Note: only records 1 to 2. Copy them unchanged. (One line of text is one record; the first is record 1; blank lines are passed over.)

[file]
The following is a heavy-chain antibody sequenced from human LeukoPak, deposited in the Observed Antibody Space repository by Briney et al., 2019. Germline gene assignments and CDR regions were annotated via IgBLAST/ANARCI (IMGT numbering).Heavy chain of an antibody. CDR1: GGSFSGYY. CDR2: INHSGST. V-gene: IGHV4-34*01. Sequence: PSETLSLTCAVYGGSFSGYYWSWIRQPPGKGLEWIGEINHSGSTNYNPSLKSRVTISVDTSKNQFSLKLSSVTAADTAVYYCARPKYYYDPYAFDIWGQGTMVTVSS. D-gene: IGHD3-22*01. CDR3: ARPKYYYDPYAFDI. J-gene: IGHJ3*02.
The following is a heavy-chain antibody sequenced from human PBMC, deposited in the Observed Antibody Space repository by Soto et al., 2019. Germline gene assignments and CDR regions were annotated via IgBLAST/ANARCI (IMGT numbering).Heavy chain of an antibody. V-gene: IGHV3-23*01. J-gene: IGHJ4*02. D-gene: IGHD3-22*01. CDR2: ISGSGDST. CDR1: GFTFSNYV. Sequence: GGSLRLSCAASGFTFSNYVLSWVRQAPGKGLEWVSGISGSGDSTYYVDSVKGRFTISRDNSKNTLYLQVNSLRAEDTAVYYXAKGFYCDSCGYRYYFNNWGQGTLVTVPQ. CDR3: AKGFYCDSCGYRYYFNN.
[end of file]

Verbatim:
The following is a heavy-chain antibody sequenced from human LeukoPak, deposited in the Observed Antibody Space repository by Briney et al., 2019. Germline gene assignments and CDR regions were annotated via IgBLAST/ANARCI (IMGT numbering).Heavy chain of an antibody. CDR1: GGSFSGYY. CDR2: INHSGST. V-gene: IGHV4-34*01. Sequence: PSETLSLTCAVYGGSFSGYYWSWIRQPPGKGLEWIGEINHSGSTNYNPSLKSRVTISVDTSKNQFSLKLSSVTAADTAVYYCARPKYYYDPYAFDIWGQGTMVTVSS. D-gene: IGHD3-22*01. CDR3: ARPKYYYDPYAFDI. J-gene: IGHJ3*02.
The following is a heavy-chain antibody sequenced from human PBMC, deposited in the Observed Antibody Space repository by Soto et al., 2019. Germline gene assignments and CDR regions were annotated via IgBLAST/ANARCI (IMGT numbering).Heavy chain of an antibody. V-gene: IGHV3-23*01. J-gene: IGHJ4*02. D-gene: IGHD3-22*01. CDR2: ISGSGDST. CDR1: GFTFSNYV. Sequence: GGSLRLSCAASGFTFSNYVLSWVRQAPGKGLEWVSGISGSGDSTYYVDSVKGRFTISRDNSKNTLYLQVNSLRAEDTAVYYXAKGFYCDSCGYRYYFNNWGQGTLVTVPQ. CDR3: AKGFYCDSCGYRYYFNN.